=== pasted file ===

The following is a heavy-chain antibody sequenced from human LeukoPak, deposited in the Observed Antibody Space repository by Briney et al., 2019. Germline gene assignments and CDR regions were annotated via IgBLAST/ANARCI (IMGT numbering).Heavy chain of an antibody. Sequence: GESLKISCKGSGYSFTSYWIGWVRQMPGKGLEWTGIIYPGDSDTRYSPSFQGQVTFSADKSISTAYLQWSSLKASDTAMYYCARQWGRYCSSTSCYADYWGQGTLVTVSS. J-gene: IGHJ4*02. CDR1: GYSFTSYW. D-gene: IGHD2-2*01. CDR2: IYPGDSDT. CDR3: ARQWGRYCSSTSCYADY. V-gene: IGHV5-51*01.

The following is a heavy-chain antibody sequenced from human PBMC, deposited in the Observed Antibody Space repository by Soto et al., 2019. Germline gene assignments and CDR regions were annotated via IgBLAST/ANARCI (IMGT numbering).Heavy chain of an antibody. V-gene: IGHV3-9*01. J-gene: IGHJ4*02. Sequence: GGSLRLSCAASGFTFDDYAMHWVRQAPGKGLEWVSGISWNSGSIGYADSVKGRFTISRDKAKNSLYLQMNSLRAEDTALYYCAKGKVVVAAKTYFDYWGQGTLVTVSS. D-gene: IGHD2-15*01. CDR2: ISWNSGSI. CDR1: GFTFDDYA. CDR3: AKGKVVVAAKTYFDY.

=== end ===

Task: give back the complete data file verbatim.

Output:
The following is a heavy-chain antibody sequenced from human LeukoPak, deposited in the Observed Antibody Space repository by Briney et al., 2019. Germline gene assignments and CDR regions were annotated via IgBLAST/ANARCI (IMGT numbering).Heavy chain of an antibody. Sequence: GESLKISCKGSGYSFTSYWIGWVRQMPGKGLEWTGIIYPGDSDTRYSPSFQGQVTFSADKSISTAYLQWSSLKASDTAMYYCARQWGRYCSSTSCYADYWGQGTLVTVSS. J-gene: IGHJ4*02. CDR1: GYSFTSYW. D-gene: IGHD2-2*01. CDR2: IYPGDSDT. CDR3: ARQWGRYCSSTSCYADY. V-gene: IGHV5-51*01.

The following is a heavy-chain antibody sequenced from human PBMC, deposited in the Observed Antibody Space repository by Soto et al., 2019. Germline gene assignments and CDR regions were annotated via IgBLAST/ANARCI (IMGT numbering).Heavy chain of an antibody. V-gene: IGHV3-9*01. J-gene: IGHJ4*02. Sequence: GGSLRLSCAASGFTFDDYAMHWVRQAPGKGLEWVSGISWNSGSIGYADSVKGRFTISRDKAKNSLYLQMNSLRAEDTALYYCAKGKVVVAAKTYFDYWGQGTLVTVSS. D-gene: IGHD2-15*01. CDR2: ISWNSGSI. CDR1: GFTFDDYA. CDR3: AKGKVVVAAKTYFDY.